Disturbing Alex Belfield case shows YouTube and Twitter must act against stalkers - The Yorkshire Post says
One of his victims, radio and television presenter Jeremy Vine, articulated the effect online stalking has, speaking of how he feared for his family’s safety.
Belfield had, he said, “weaponised” the internet by motivating hundreds of thousands of followers to join his campaign of abuse.
Both those platforms failed to take down frightening posts, which led Mr Vine to accuse them of lacking moral values.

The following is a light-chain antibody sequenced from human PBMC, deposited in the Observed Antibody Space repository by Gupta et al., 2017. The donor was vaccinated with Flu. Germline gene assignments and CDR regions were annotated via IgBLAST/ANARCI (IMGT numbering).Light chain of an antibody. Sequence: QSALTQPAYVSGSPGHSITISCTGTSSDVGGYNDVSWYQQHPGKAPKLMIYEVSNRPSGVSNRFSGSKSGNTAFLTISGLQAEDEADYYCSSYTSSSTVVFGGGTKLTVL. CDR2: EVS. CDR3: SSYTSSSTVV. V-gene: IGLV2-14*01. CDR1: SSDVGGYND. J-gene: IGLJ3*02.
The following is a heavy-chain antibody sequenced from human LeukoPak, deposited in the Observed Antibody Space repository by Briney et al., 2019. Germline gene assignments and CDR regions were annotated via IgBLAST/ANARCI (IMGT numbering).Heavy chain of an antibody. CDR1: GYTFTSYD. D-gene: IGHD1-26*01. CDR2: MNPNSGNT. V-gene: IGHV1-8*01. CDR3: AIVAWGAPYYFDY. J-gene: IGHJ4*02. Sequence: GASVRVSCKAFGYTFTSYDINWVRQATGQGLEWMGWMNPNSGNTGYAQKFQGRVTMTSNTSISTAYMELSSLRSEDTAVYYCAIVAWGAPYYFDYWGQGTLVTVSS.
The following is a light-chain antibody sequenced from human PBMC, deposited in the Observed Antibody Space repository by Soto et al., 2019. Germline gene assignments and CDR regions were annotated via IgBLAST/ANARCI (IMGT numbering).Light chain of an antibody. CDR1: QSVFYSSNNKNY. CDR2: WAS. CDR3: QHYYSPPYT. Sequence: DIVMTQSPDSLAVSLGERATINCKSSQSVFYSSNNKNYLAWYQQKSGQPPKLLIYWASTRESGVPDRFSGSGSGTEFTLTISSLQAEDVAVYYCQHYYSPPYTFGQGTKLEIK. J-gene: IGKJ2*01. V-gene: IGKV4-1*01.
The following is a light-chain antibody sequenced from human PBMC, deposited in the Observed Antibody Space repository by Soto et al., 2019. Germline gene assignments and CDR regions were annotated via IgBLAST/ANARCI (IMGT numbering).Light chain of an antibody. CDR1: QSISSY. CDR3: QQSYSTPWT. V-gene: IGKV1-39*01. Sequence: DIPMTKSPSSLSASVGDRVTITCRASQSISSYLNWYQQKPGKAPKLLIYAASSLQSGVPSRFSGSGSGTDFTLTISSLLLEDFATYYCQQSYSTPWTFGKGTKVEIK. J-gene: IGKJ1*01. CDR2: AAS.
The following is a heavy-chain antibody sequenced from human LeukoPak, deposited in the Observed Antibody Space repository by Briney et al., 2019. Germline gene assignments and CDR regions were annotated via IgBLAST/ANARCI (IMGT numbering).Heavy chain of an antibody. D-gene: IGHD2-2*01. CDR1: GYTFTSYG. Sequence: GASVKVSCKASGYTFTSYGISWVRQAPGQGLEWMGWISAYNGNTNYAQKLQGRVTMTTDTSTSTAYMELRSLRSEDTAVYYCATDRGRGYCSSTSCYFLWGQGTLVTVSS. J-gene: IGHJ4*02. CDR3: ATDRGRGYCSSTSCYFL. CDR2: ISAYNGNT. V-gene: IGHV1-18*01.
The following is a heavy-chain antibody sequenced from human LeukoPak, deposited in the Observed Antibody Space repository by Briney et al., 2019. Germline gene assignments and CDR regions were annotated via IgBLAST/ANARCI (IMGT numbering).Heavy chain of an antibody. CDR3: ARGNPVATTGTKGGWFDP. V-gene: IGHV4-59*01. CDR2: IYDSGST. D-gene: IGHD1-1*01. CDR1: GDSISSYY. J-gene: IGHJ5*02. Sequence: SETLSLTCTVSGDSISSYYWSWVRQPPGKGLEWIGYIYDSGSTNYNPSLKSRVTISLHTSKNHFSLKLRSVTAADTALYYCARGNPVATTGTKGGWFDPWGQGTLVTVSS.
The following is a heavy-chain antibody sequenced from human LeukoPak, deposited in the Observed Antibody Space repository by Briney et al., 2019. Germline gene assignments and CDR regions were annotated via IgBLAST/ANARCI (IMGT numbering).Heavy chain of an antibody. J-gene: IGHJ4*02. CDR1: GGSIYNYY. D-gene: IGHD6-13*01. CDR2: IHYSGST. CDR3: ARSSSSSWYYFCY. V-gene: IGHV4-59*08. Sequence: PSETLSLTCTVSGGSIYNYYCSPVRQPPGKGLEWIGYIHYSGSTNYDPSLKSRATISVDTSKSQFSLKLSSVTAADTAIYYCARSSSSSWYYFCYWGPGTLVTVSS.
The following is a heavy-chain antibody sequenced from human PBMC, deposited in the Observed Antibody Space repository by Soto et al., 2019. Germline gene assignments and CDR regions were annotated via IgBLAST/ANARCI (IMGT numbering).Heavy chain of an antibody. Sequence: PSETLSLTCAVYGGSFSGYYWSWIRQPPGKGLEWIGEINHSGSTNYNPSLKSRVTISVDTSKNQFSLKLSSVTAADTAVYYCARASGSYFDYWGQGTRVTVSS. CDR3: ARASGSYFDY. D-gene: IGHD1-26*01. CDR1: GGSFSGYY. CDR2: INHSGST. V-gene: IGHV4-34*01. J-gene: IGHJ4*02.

Many will agree.
Social media giants have long evaded responsibility for offensive content by hiding behind the conceit that they are not publishers, merely platforms for material created by others.
This effectively allows them to sidestep regulations that apply to mainstream media, whether in print, broadcast or online.
Belfield’s cruelty and conviction have highlighted the need for this anomaly to be addressed, if necessary by new legislation.
It is unacceptable that anybody should be subjected to vile abuse that puts them in fear of their lives, whilst the media being used to inflict terror claim it has nothing to do with them.